Calcium taxis: researchers discover important transport proteins for photosynthesis

Last updated: 6 Sep, 2018

Plant researchers at Martin-Luther-University Halle-Wittenberg (MLU) have found evidence that calcium in plants, in addition to other processes, also regulates photosynthesis. How calcium gets around the plant cell to reach its site of action was, however, unknown. Prof. Dr. Edgar Peiter and Prof. Dr. med. Sacha Baginsky identified transport proteins that fulfill this task. These 'calcium taxis' are essential for efficient photosynthesis, and thus for the growth of plants. The researchers reported their findings in a paper published in New Phytologist. They aim to clarify the significance that these transport proteins have in crops in a follow-up project.


Arabidopsis thaliana. Via Flickr; CC BY-NC-SA 2.0


Photosynthesis uses carbon dioxide and water to produce high-energy biomolecules and oxygen using light energy. It is a central physiological process in plants and the basis of life on earth. Changing a part in this biological machinery can bring far-reaching changes. "It is a common misconception that it has already been understood in all its facets – especially its regulatory mechanisms are far from being all decoded," says Prof. Dr. med. Sacha Baginsky from the Institute of Biochemistry and Biotechnology.


This is especially true for the calcium-dependent signal line. In all organisms, calcium regulates cellular processes by binding to specific proteins, which changes their function. With their project, which was funded within the framework of the Collaborative Research Center 648 "Molecular Mechanisms of Information Processing in Plants", the researchers from Halle were able to show that calcium also decisively influences the photosynthesis of the model plant thale cress. Above all, the question of how the plant manages to transport the calcium involved in the metabolism to its site of action in the chloroplasts, was previously unclear.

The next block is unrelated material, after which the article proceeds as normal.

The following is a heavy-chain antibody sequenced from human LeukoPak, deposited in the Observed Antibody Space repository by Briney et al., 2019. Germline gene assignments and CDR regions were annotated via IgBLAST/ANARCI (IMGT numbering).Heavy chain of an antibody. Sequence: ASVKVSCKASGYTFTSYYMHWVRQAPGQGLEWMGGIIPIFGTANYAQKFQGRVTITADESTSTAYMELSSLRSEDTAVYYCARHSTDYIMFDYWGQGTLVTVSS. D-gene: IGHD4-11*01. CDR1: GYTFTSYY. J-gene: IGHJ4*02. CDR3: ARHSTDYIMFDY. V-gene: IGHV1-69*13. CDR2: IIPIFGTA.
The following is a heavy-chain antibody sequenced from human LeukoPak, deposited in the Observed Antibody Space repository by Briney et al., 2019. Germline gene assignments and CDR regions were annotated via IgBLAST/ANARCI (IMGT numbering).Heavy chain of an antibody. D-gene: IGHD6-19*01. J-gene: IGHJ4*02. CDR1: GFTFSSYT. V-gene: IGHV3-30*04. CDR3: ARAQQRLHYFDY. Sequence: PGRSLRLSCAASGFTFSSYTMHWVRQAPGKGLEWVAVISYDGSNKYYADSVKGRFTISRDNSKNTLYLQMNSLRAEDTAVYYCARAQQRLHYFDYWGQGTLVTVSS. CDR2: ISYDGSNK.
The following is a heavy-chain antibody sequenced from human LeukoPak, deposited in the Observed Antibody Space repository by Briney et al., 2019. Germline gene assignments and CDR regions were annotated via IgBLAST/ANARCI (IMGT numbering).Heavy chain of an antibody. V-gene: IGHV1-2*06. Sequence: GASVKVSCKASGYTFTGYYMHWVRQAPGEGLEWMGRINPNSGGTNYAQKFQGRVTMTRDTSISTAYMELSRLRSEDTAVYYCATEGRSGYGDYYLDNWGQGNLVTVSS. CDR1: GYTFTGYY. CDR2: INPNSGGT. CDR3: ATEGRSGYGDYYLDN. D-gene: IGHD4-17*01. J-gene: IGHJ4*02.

Subcellular localization of BICAT1‐EYFP and BICAT2‐EYFP in mesophyll protoplasts. Arabidopsis mesophyll protoplasts were transiently transformed with pART7:BICAT1:EYFP or pART7:BICAT2:EYFP and investigated by confocal microscopy.


Calcium plays a crucial role in photosynthesis – it is essential for water splitting. In addition, it reacts with enzymes and thus also influences the sugar metabolism of plants. "If you understand the regulation of these complicated physiological processes, you can try to optimize them," says Prof. Dr. med. Edgar Peiter from the Institute of Agricultural and Nutritional Sciences with a view to a potential practical application of these findings. "Growth, yield and tolerance to stress from environmental factors such as drought may be influenced by it."


A four-year follow-up project will investigate whether the transport proteins are as important in crops such as cereals and sugar beet as they are in thale cress, and whether they can be used to improve the productivity and stress tolerance of these crops.


Read the paper: Frank, J., Happeck, R., Meier, B., Hoang, M. T., Stribny, J., Hause, G., Ding, H., Morsomme, P., Baginsky, S. and Peiter, E. (2018) Chloroplast‐localized BICAT proteins shape stromal calcium signals and are required for efficient photosynthesis. New Phytologist. doi: 10.1111/nph.15407


Taken from a press release.